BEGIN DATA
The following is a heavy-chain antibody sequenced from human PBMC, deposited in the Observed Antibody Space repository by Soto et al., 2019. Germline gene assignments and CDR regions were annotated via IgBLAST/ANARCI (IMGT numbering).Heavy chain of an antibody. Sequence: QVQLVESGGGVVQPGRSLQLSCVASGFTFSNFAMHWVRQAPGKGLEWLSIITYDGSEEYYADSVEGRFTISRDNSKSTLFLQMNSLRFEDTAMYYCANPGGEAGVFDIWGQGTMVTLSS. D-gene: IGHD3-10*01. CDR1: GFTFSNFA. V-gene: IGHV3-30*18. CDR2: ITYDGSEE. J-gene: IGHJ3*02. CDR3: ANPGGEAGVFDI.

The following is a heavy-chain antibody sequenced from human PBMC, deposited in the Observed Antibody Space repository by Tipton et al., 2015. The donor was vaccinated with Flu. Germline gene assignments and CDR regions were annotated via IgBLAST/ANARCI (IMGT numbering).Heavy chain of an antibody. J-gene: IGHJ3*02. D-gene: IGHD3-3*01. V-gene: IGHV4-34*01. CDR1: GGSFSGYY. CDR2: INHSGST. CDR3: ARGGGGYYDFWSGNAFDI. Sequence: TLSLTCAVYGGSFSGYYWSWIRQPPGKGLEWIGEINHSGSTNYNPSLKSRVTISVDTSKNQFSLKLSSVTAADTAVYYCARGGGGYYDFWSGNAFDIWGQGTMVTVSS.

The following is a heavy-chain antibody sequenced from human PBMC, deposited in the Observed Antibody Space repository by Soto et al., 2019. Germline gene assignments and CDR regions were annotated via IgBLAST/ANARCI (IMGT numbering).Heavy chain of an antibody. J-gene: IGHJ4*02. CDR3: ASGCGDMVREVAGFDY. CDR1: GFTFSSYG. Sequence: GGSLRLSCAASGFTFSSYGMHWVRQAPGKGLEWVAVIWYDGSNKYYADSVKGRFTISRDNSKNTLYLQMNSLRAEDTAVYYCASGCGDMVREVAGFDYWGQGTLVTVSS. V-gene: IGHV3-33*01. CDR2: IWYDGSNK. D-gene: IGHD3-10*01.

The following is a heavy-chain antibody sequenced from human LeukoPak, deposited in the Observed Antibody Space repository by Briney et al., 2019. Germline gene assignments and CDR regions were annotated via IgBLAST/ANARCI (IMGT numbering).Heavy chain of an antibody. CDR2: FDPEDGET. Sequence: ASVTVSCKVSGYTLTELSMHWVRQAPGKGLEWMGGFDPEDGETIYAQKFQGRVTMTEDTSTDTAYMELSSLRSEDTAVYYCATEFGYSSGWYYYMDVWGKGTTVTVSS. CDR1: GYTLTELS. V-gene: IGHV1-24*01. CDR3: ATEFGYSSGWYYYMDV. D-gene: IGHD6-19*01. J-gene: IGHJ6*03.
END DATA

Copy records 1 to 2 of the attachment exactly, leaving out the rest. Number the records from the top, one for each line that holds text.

The following is a heavy-chain antibody sequenced from human PBMC, deposited in the Observed Antibody Space repository by Soto et al., 2019. Germline gene assignments and CDR regions were annotated via IgBLAST/ANARCI (IMGT numbering).Heavy chain of an antibody. Sequence: QVQLVESGGGVVQPGRSLQLSCVASGFTFSNFAMHWVRQAPGKGLEWLSIITYDGSEEYYADSVEGRFTISRDNSKSTLFLQMNSLRFEDTAMYYCANPGGEAGVFDIWGQGTMVTLSS. D-gene: IGHD3-10*01. CDR1: GFTFSNFA. V-gene: IGHV3-30*18. CDR2: ITYDGSEE. J-gene: IGHJ3*02. CDR3: ANPGGEAGVFDI.

The following is a heavy-chain antibody sequenced from human PBMC, deposited in the Observed Antibody Space repository by Tipton et al., 2015. The donor was vaccinated with Flu. Germline gene assignments and CDR regions were annotated via IgBLAST/ANARCI (IMGT numbering).Heavy chain of an antibody. J-gene: IGHJ3*02. D-gene: IGHD3-3*01. V-gene: IGHV4-34*01. CDR1: GGSFSGYY. CDR2: INHSGST. CDR3: ARGGGGYYDFWSGNAFDI. Sequence: TLSLTCAVYGGSFSGYYWSWIRQPPGKGLEWIGEINHSGSTNYNPSLKSRVTISVDTSKNQFSLKLSSVTAADTAVYYCARGGGGYYDFWSGNAFDIWGQGTMVTVSS.